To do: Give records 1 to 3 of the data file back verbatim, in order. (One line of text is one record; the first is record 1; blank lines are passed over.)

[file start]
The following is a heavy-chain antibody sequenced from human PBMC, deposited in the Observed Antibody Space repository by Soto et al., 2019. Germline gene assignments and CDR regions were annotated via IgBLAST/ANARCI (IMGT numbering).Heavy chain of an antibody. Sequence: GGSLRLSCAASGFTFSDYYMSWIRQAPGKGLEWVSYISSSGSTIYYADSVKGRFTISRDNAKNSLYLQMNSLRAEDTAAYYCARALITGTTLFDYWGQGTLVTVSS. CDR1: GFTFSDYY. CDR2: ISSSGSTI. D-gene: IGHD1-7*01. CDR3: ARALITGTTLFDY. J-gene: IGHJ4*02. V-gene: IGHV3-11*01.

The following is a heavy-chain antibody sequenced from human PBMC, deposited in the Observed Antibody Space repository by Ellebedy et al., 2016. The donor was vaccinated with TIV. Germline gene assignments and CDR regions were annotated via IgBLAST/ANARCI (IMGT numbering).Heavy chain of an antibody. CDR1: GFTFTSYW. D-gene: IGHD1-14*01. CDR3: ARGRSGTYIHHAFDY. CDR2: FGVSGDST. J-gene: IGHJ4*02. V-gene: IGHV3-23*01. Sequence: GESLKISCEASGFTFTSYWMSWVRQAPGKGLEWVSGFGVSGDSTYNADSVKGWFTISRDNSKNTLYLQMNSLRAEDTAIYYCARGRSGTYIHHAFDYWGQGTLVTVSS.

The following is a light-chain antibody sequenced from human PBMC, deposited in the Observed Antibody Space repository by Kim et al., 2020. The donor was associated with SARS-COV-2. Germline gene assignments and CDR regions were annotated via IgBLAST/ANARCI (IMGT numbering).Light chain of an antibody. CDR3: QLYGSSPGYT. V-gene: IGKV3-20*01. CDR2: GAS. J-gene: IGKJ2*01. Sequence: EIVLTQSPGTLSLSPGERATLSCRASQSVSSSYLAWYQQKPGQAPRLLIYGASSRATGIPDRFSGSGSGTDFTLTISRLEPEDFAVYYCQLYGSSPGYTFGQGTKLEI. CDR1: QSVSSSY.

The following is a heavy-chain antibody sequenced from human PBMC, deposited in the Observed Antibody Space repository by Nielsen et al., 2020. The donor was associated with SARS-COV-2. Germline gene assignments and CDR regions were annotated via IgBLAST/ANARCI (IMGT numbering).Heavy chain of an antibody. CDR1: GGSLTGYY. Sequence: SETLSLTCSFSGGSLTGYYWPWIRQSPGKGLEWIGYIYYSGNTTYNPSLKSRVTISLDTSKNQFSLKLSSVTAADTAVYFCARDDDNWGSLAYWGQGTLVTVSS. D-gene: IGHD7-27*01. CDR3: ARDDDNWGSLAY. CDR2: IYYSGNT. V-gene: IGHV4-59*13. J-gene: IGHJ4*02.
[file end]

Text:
The following is a heavy-chain antibody sequenced from human PBMC, deposited in the Observed Antibody Space repository by Soto et al., 2019. Germline gene assignments and CDR regions were annotated via IgBLAST/ANARCI (IMGT numbering).Heavy chain of an antibody. Sequence: GGSLRLSCAASGFTFSDYYMSWIRQAPGKGLEWVSYISSSGSTIYYADSVKGRFTISRDNAKNSLYLQMNSLRAEDTAAYYCARALITGTTLFDYWGQGTLVTVSS. CDR1: GFTFSDYY. CDR2: ISSSGSTI. D-gene: IGHD1-7*01. CDR3: ARALITGTTLFDY. J-gene: IGHJ4*02. V-gene: IGHV3-11*01.

The following is a heavy-chain antibody sequenced from human PBMC, deposited in the Observed Antibody Space repository by Ellebedy et al., 2016. The donor was vaccinated with TIV. Germline gene assignments and CDR regions were annotated via IgBLAST/ANARCI (IMGT numbering).Heavy chain of an antibody. CDR1: GFTFTSYW. D-gene: IGHD1-14*01. CDR3: ARGRSGTYIHHAFDY. CDR2: FGVSGDST. J-gene: IGHJ4*02. V-gene: IGHV3-23*01. Sequence: GESLKISCEASGFTFTSYWMSWVRQAPGKGLEWVSGFGVSGDSTYNADSVKGWFTISRDNSKNTLYLQMNSLRAEDTAIYYCARGRSGTYIHHAFDYWGQGTLVTVSS.

The following is a light-chain antibody sequenced from human PBMC, deposited in the Observed Antibody Space repository by Kim et al., 2020. The donor was associated with SARS-COV-2. Germline gene assignments and CDR regions were annotated via IgBLAST/ANARCI (IMGT numbering).Light chain of an antibody. CDR3: QLYGSSPGYT. V-gene: IGKV3-20*01. CDR2: GAS. J-gene: IGKJ2*01. Sequence: EIVLTQSPGTLSLSPGERATLSCRASQSVSSSYLAWYQQKPGQAPRLLIYGASSRATGIPDRFSGSGSGTDFTLTISRLEPEDFAVYYCQLYGSSPGYTFGQGTKLEI. CDR1: QSVSSSY.